Breastfeeding At Christmas Time

By 07/12/2021 Uncategorised

Breastfeeding is short and sweet in the grand scheme of our baby’s life, therefore not every breastfeeding mum has the experience feeding throughout the Christmas festivities. There is a lot of expectation around motherhood and sometimes not a lot of conversation around the realities. Christmas with a baby can be a daunting time and through the unpredictability of a new born, there is one certainty. As the Christmas tree and the tidal wave of decorations descend on our households, irregular cluster feeds and night waking do not disappear. The Christmas holidays mean nothing for a baby who is fed on demand, and we shouldn’t expect our babies to feed any differently to their usual feeding behaviours.
Our babies are not worried how many family members are present and they certainly are not worried our second cousins’ partner, who we haven’t met is on the family facetime call.
Christmas, can be enough to make the ever-increasing pressures of being a new mum, feel even more stressful. As a feeding consultant, it is no surprise the question I am asked the most is ‘How do I make my baby sleep for longer?’ and with the added exhaustion of Christmas, this question can soon turn to desperation. Long car journeys, more cuddles from family members and being busy can sometimes mean we miss our all-important feeding cues. It doesn’t take long before the seeds of doubt over breastfeeding start to snowball.
There are some ways to look after yourself and your feeding routine through the festive season
• If you feel anxieties around visits during the holidays, make sure you discuss them with your partner. What are you worries regarding feeding leading up to the visit? Is there a way your partner can alleviate some of that stress? If not your partner, are you able to discuss your concerns with someone else who will be there and can support? Do not be afraid to communicate what is going to help you enjoy this time.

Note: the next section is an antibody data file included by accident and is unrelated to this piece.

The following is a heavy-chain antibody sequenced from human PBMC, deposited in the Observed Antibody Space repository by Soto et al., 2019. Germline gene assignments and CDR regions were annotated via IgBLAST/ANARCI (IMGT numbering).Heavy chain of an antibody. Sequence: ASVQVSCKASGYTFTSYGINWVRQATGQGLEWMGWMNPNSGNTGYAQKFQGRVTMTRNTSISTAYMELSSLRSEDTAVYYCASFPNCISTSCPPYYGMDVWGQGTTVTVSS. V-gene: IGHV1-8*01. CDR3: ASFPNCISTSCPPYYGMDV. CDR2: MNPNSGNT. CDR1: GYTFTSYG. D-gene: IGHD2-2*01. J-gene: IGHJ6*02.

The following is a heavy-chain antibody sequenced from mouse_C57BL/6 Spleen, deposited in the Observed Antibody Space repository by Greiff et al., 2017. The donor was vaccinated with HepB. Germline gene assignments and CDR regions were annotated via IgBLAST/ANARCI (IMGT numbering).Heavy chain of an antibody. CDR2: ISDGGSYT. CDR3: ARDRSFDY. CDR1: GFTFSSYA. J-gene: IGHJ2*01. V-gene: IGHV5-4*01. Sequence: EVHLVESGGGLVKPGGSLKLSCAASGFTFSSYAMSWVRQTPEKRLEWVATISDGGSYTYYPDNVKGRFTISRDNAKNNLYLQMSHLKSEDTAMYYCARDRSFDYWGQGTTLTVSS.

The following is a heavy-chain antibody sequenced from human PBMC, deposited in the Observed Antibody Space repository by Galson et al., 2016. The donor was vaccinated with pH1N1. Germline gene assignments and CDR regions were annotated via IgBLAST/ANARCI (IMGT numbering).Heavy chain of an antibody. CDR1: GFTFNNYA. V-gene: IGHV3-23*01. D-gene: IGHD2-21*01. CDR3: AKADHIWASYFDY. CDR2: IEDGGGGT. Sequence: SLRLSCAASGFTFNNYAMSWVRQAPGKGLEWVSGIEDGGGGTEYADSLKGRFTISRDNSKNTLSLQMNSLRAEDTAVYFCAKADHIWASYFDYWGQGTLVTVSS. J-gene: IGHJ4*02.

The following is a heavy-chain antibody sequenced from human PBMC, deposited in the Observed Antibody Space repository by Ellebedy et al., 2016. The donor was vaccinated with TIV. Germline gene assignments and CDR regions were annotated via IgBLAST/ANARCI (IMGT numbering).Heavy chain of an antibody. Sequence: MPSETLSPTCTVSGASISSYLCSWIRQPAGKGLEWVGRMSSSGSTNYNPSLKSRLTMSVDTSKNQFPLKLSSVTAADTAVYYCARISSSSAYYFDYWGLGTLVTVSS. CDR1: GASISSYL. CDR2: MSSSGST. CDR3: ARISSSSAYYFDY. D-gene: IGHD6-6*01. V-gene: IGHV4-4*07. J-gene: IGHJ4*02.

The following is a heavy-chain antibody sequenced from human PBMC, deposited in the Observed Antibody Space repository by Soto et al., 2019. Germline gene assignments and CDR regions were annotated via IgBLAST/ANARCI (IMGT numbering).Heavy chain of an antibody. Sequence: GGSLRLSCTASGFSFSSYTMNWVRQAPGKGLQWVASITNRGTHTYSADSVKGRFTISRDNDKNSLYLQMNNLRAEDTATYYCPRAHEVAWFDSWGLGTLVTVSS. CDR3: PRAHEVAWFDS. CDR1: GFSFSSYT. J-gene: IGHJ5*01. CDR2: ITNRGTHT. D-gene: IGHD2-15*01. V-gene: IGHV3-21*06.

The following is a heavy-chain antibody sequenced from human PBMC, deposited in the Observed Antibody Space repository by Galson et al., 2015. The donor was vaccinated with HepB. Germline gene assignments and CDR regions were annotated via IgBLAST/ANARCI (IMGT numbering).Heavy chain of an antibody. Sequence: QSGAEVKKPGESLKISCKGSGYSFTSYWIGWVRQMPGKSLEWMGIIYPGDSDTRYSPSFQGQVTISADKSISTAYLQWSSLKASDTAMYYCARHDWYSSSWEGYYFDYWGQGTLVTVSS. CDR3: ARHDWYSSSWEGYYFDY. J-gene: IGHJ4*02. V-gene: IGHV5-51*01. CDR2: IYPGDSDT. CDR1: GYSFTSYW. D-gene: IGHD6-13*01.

• Although there is no expectation to cover up during breastfeeding, it is also very acceptable to want some privacy. Check ahead of visits for safe spaces you will feel confident to snuggle in a feed, without the pressure to move quickly. Plan your clothing, so you do not need to get undressed to feed. Nursing clothes do not need to be expensive, low-cost stretchy vest tops under everyday clothes are just as effective.
• If you have other younger children, it can feel daunting trying to entertain a toddler and feed. A great idea is creating a fun box to take with you, that is assuming they will not be caught up in wrapping paper and family gifts. Keep your busy box close by, so your hands can be used to support your nursing.
• Remember no baby is a ‘bad baby’, our little ones are supposed to wake frequently throughout the night for little and often feeds. These are very normal infant feeding behaviours and signs your baby is healthy and thriving. Although family members are usually trying to be helpful with advice around night waking and when best to introduce solids. Do not be afraid to divert the conversation away from your feeding routine and what better way to do distract a group of adults- wine and turkey.
• Do not refuse offers at help at Christmas, there’s a lot to be said for arriving, eating up, snuggling up, washing up – and then leaving. Remember mum might be in charge of the meat and potatoes, sister might be in charge of the veg, but you are in charge of the breastfeeding. You have the most important job this Christmas and if that doesn’t deserve putting your feed up after dinner, then I don’t know what does.
My advice comes from lived experience, with a baby born 3 days before Christmas. I spent the entire day feeding in bed whilst the chaos descended downstairs, and I still remember it as one of the nicest Christmases I have had. The key is to remember the hustle and bustle of is short lived. Keep expectation low and be as kind to yourself as possible.
Merry Christmas MAMAS